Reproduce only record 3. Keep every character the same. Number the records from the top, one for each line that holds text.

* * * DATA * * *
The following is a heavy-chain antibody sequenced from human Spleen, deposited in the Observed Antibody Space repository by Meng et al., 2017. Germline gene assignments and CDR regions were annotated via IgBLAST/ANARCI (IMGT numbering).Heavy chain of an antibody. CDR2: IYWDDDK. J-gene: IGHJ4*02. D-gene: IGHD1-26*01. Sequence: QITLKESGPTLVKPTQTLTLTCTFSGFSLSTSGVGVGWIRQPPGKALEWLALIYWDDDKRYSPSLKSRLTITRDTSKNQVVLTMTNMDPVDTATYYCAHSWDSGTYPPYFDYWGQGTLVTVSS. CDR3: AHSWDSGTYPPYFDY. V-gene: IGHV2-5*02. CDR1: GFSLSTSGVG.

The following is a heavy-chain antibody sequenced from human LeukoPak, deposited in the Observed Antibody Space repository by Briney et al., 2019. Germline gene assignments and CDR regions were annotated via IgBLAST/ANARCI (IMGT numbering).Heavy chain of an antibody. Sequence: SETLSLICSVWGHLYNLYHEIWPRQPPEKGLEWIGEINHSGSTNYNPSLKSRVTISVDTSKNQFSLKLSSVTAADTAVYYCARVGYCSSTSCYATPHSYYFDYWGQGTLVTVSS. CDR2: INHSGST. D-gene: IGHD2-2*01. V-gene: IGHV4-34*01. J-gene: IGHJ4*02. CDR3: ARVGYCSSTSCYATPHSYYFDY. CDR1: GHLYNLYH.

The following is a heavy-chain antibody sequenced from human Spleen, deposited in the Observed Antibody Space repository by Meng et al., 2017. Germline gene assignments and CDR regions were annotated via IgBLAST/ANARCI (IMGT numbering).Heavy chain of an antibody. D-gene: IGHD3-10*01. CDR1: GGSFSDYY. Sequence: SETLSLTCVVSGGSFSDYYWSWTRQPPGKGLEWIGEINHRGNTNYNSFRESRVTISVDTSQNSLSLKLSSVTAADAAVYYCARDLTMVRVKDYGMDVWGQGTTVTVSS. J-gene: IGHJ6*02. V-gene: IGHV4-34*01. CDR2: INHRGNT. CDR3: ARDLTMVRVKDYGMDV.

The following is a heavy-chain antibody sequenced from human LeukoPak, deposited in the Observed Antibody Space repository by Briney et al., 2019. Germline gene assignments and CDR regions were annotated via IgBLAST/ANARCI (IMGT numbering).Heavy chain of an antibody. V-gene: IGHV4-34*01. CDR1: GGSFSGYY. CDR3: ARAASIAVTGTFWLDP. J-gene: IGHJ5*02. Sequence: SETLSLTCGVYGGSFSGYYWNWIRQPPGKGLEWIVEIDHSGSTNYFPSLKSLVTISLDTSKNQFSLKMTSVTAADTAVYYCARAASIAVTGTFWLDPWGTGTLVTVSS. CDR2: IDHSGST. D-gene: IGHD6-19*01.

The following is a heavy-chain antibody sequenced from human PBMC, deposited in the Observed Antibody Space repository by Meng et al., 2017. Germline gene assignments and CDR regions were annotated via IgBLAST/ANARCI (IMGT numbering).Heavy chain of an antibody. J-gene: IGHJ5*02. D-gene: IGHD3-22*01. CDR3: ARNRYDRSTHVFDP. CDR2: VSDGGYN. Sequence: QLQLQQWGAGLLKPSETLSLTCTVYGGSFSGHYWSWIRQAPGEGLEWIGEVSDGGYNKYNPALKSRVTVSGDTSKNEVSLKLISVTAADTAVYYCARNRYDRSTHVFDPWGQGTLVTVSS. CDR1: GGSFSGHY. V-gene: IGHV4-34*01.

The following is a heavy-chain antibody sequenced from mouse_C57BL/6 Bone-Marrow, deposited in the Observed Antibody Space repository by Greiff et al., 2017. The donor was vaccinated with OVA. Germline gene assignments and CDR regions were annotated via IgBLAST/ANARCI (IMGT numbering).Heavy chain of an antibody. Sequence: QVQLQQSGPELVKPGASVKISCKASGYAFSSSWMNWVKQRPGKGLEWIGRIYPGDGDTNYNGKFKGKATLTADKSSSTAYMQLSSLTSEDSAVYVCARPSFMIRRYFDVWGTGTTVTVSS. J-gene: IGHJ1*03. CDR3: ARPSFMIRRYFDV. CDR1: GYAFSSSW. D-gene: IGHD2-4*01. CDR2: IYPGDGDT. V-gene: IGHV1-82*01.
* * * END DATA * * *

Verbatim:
The following is a heavy-chain antibody sequenced from human Spleen, deposited in the Observed Antibody Space repository by Meng et al., 2017. Germline gene assignments and CDR regions were annotated via IgBLAST/ANARCI (IMGT numbering).Heavy chain of an antibody. D-gene: IGHD3-10*01. CDR1: GGSFSDYY. Sequence: SETLSLTCVVSGGSFSDYYWSWTRQPPGKGLEWIGEINHRGNTNYNSFRESRVTISVDTSQNSLSLKLSSVTAADAAVYYCARDLTMVRVKDYGMDVWGQGTTVTVSS. J-gene: IGHJ6*02. V-gene: IGHV4-34*01. CDR2: INHRGNT. CDR3: ARDLTMVRVKDYGMDV.